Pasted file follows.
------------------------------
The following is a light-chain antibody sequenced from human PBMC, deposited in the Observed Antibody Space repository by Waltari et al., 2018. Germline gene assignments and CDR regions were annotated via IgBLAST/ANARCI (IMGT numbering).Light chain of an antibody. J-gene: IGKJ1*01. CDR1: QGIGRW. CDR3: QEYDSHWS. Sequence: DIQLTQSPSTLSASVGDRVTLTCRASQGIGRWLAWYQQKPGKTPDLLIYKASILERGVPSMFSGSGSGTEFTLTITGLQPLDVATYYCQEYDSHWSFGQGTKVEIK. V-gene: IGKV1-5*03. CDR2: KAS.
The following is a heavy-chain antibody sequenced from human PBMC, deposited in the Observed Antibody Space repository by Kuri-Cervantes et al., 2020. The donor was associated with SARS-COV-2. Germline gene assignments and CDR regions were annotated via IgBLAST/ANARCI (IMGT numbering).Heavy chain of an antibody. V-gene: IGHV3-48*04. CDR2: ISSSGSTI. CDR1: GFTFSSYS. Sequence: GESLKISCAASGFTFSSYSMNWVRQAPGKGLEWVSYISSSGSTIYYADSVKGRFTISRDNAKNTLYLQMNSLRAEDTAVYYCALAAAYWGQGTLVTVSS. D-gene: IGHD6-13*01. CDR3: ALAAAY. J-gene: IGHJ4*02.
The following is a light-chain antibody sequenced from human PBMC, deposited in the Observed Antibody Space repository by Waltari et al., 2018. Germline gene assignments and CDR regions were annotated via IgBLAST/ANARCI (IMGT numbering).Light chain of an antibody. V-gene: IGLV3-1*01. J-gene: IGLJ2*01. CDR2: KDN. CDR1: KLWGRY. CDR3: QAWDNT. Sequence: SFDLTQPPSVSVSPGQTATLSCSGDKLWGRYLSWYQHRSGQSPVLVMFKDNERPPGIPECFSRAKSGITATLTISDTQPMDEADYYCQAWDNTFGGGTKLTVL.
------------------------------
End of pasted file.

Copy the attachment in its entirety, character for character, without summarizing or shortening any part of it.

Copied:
The following is a light-chain antibody sequenced from human PBMC, deposited in the Observed Antibody Space repository by Waltari et al., 2018. Germline gene assignments and CDR regions were annotated via IgBLAST/ANARCI (IMGT numbering).Light chain of an antibody. J-gene: IGKJ1*01. CDR1: QGIGRW. CDR3: QEYDSHWS. Sequence: DIQLTQSPSTLSASVGDRVTLTCRASQGIGRWLAWYQQKPGKTPDLLIYKASILERGVPSMFSGSGSGTEFTLTITGLQPLDVATYYCQEYDSHWSFGQGTKVEIK. V-gene: IGKV1-5*03. CDR2: KAS.
The following is a heavy-chain antibody sequenced from human PBMC, deposited in the Observed Antibody Space repository by Kuri-Cervantes et al., 2020. The donor was associated with SARS-COV-2. Germline gene assignments and CDR regions were annotated via IgBLAST/ANARCI (IMGT numbering).Heavy chain of an antibody. V-gene: IGHV3-48*04. CDR2: ISSSGSTI. CDR1: GFTFSSYS. Sequence: GESLKISCAASGFTFSSYSMNWVRQAPGKGLEWVSYISSSGSTIYYADSVKGRFTISRDNAKNTLYLQMNSLRAEDTAVYYCALAAAYWGQGTLVTVSS. D-gene: IGHD6-13*01. CDR3: ALAAAY. J-gene: IGHJ4*02.
The following is a light-chain antibody sequenced from human PBMC, deposited in the Observed Antibody Space repository by Waltari et al., 2018. Germline gene assignments and CDR regions were annotated via IgBLAST/ANARCI (IMGT numbering).Light chain of an antibody. V-gene: IGLV3-1*01. J-gene: IGLJ2*01. CDR2: KDN. CDR1: KLWGRY. CDR3: QAWDNT. Sequence: SFDLTQPPSVSVSPGQTATLSCSGDKLWGRYLSWYQHRSGQSPVLVMFKDNERPPGIPECFSRAKSGITATLTISDTQPMDEADYYCQAWDNTFGGGTKLTVL.